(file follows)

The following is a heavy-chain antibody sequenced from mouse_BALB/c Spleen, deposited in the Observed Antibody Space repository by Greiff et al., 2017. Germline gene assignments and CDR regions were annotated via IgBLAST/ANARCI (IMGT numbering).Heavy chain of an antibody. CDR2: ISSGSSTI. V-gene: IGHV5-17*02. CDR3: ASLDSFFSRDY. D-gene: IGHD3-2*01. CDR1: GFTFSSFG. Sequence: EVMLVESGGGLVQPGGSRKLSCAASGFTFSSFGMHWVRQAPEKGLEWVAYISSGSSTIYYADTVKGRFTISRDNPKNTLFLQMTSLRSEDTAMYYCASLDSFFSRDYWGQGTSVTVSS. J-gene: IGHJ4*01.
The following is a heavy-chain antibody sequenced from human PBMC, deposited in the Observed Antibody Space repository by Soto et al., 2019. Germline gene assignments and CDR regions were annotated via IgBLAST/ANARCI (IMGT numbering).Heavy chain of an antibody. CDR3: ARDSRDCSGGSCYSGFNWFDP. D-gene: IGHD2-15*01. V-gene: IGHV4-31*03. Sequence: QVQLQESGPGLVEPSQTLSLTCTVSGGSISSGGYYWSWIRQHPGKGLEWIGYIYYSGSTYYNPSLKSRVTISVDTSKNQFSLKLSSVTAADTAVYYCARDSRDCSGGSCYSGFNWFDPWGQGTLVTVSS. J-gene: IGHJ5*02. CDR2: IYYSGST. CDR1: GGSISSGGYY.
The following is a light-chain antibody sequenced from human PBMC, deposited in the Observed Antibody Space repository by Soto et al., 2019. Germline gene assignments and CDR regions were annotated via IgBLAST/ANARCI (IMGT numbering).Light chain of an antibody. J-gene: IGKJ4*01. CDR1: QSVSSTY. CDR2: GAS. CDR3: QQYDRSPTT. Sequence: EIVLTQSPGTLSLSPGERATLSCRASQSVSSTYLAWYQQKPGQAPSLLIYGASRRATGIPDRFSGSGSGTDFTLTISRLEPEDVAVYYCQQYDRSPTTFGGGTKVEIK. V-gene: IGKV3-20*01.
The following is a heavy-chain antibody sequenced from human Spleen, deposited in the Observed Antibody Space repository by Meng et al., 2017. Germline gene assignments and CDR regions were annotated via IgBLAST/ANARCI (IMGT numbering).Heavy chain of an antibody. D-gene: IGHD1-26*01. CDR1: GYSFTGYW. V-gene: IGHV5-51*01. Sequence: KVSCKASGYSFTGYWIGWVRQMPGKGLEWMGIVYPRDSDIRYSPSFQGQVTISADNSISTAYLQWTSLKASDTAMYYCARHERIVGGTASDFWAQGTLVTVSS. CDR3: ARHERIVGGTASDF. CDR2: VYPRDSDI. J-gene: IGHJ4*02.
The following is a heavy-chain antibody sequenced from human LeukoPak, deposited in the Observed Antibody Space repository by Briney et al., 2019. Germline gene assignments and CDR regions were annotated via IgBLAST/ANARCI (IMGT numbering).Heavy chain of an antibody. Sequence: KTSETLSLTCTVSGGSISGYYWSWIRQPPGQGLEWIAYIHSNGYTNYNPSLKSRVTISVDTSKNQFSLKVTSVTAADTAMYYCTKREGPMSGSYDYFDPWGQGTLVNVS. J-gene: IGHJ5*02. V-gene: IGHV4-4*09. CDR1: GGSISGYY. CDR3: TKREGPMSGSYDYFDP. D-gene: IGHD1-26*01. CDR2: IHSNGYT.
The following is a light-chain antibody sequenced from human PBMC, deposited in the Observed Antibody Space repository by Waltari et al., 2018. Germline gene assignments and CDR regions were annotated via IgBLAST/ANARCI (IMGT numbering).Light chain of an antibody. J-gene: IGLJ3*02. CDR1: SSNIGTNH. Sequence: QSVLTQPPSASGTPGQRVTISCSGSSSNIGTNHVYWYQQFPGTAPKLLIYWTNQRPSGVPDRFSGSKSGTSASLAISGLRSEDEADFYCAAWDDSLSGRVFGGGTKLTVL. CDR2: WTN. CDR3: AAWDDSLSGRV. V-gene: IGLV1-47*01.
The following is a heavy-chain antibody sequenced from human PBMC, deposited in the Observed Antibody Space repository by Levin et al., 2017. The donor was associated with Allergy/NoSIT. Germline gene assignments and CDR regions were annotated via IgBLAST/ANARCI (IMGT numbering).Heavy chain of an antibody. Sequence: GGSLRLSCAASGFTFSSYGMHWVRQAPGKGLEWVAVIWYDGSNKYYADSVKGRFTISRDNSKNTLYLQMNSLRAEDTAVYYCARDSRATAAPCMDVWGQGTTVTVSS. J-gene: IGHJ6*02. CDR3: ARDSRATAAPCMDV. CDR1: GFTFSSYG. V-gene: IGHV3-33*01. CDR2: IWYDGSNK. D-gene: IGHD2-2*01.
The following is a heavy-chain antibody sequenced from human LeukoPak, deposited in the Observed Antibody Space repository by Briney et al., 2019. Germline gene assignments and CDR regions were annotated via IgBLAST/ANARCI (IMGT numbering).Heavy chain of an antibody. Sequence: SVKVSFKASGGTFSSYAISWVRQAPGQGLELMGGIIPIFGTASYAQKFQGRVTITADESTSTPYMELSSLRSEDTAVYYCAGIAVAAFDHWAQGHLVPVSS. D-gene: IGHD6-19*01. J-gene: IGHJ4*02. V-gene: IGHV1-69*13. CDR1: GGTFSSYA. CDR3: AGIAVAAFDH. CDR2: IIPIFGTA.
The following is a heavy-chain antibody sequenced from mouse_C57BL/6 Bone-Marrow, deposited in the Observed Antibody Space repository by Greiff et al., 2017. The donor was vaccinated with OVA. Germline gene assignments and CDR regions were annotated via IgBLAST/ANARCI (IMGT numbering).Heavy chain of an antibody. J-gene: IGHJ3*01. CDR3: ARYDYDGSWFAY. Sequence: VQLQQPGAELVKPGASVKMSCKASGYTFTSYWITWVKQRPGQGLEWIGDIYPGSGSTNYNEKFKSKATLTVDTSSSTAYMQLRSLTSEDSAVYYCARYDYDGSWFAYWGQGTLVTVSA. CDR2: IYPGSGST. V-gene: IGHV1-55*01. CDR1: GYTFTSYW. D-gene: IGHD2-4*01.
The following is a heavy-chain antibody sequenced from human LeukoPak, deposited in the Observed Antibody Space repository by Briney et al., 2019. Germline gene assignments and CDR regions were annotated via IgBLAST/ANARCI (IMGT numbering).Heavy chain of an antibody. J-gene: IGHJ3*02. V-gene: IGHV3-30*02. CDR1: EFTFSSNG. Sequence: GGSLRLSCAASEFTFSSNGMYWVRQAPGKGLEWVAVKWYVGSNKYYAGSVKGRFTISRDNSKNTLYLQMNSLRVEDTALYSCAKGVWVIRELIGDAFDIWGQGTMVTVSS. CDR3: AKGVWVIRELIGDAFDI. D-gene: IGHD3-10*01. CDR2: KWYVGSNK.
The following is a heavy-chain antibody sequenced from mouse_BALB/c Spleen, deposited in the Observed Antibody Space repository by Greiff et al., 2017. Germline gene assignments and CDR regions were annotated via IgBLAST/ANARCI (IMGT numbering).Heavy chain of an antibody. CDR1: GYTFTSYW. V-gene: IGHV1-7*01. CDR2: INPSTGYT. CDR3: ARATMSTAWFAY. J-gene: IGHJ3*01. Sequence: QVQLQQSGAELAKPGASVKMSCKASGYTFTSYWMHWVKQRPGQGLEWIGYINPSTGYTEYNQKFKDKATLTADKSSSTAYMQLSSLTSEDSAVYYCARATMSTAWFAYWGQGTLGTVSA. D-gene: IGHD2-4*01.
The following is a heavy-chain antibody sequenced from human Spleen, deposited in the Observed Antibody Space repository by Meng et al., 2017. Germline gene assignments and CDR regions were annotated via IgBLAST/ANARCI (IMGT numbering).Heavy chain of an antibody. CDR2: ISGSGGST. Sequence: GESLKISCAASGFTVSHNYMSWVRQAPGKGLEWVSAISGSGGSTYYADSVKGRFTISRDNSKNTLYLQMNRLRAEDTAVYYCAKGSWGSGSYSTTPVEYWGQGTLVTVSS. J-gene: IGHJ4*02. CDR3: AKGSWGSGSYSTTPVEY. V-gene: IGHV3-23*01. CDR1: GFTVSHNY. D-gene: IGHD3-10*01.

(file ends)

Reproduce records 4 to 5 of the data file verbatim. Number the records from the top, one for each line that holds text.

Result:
The following is a heavy-chain antibody sequenced from human Spleen, deposited in the Observed Antibody Space repository by Meng et al., 2017. Germline gene assignments and CDR regions were annotated via IgBLAST/ANARCI (IMGT numbering).Heavy chain of an antibody. D-gene: IGHD1-26*01. CDR1: GYSFTGYW. V-gene: IGHV5-51*01. Sequence: KVSCKASGYSFTGYWIGWVRQMPGKGLEWMGIVYPRDSDIRYSPSFQGQVTISADNSISTAYLQWTSLKASDTAMYYCARHERIVGGTASDFWAQGTLVTVSS. CDR3: ARHERIVGGTASDF. CDR2: VYPRDSDI. J-gene: IGHJ4*02.
The following is a heavy-chain antibody sequenced from human LeukoPak, deposited in the Observed Antibody Space repository by Briney et al., 2019. Germline gene assignments and CDR regions were annotated via IgBLAST/ANARCI (IMGT numbering).Heavy chain of an antibody. Sequence: KTSETLSLTCTVSGGSISGYYWSWIRQPPGQGLEWIAYIHSNGYTNYNPSLKSRVTISVDTSKNQFSLKVTSVTAADTAMYYCTKREGPMSGSYDYFDPWGQGTLVNVS. J-gene: IGHJ5*02. V-gene: IGHV4-4*09. CDR1: GGSISGYY. CDR3: TKREGPMSGSYDYFDP. D-gene: IGHD1-26*01. CDR2: IHSNGYT.